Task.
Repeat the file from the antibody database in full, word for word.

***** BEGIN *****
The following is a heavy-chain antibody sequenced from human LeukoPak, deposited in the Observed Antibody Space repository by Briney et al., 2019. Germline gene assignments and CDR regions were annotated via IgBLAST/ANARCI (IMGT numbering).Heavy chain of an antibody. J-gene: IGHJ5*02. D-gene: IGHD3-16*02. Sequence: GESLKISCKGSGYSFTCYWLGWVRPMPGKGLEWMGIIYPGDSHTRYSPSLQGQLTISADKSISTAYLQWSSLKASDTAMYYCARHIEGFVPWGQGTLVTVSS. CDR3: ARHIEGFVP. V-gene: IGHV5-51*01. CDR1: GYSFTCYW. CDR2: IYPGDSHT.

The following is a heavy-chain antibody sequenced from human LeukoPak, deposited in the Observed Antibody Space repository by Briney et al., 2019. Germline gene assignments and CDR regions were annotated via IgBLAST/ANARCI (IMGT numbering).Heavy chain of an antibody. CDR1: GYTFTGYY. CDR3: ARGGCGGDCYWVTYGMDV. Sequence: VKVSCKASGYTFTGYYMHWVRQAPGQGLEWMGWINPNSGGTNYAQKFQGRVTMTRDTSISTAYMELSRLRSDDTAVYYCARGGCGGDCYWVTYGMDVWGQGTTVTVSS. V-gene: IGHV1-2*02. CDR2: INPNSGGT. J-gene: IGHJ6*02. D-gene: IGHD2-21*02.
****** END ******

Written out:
The following is a heavy-chain antibody sequenced from human LeukoPak, deposited in the Observed Antibody Space repository by Briney et al., 2019. Germline gene assignments and CDR regions were annotated via IgBLAST/ANARCI (IMGT numbering).Heavy chain of an antibody. J-gene: IGHJ5*02. D-gene: IGHD3-16*02. Sequence: GESLKISCKGSGYSFTCYWLGWVRPMPGKGLEWMGIIYPGDSHTRYSPSLQGQLTISADKSISTAYLQWSSLKASDTAMYYCARHIEGFVPWGQGTLVTVSS. CDR3: ARHIEGFVP. V-gene: IGHV5-51*01. CDR1: GYSFTCYW. CDR2: IYPGDSHT.

The following is a heavy-chain antibody sequenced from human LeukoPak, deposited in the Observed Antibody Space repository by Briney et al., 2019. Germline gene assignments and CDR regions were annotated via IgBLAST/ANARCI (IMGT numbering).Heavy chain of an antibody. CDR1: GYTFTGYY. CDR3: ARGGCGGDCYWVTYGMDV. Sequence: VKVSCKASGYTFTGYYMHWVRQAPGQGLEWMGWINPNSGGTNYAQKFQGRVTMTRDTSISTAYMELSRLRSDDTAVYYCARGGCGGDCYWVTYGMDVWGQGTTVTVSS. V-gene: IGHV1-2*02. CDR2: INPNSGGT. J-gene: IGHJ6*02. D-gene: IGHD2-21*02.